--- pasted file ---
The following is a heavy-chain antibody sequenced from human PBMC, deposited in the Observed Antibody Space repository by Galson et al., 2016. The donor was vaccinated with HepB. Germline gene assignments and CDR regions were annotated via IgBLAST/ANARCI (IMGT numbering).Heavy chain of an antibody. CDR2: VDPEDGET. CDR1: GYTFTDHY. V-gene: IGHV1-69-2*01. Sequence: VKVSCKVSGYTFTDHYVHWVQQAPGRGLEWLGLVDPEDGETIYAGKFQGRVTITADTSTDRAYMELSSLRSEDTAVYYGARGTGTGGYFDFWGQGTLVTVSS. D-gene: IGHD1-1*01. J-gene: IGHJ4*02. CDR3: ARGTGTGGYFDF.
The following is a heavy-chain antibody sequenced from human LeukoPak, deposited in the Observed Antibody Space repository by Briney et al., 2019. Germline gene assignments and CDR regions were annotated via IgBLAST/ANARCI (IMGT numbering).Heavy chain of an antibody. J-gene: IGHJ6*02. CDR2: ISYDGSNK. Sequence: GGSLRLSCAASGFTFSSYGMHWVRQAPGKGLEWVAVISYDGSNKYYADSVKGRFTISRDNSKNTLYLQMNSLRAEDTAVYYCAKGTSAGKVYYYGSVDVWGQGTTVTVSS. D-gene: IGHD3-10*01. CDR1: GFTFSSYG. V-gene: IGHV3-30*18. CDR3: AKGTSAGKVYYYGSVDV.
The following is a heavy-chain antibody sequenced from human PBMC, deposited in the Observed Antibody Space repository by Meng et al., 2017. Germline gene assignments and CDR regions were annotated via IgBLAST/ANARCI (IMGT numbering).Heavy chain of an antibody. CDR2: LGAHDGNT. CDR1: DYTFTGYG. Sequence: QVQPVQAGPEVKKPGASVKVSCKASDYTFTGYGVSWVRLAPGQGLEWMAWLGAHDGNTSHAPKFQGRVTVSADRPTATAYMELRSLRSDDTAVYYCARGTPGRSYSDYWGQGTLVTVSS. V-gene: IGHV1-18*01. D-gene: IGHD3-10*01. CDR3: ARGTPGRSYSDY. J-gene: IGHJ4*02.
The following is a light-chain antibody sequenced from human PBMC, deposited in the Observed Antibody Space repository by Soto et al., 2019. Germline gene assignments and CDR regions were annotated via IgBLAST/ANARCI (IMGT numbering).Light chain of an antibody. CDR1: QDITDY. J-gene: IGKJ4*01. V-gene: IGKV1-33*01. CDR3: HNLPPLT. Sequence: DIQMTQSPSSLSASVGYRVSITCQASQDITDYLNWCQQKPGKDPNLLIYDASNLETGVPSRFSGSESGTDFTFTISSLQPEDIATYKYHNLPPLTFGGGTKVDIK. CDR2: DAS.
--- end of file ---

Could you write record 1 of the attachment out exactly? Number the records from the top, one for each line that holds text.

The following is a heavy-chain antibody sequenced from human PBMC, deposited in the Observed Antibody Space repository by Galson et al., 2016. The donor was vaccinated with HepB. Germline gene assignments and CDR regions were annotated via IgBLAST/ANARCI (IMGT numbering).Heavy chain of an antibody. CDR2: VDPEDGET. CDR1: GYTFTDHY. V-gene: IGHV1-69-2*01. Sequence: VKVSCKVSGYTFTDHYVHWVQQAPGRGLEWLGLVDPEDGETIYAGKFQGRVTITADTSTDRAYMELSSLRSEDTAVYYGARGTGTGGYFDFWGQGTLVTVSS. D-gene: IGHD1-1*01. J-gene: IGHJ4*02. CDR3: ARGTGTGGYFDF.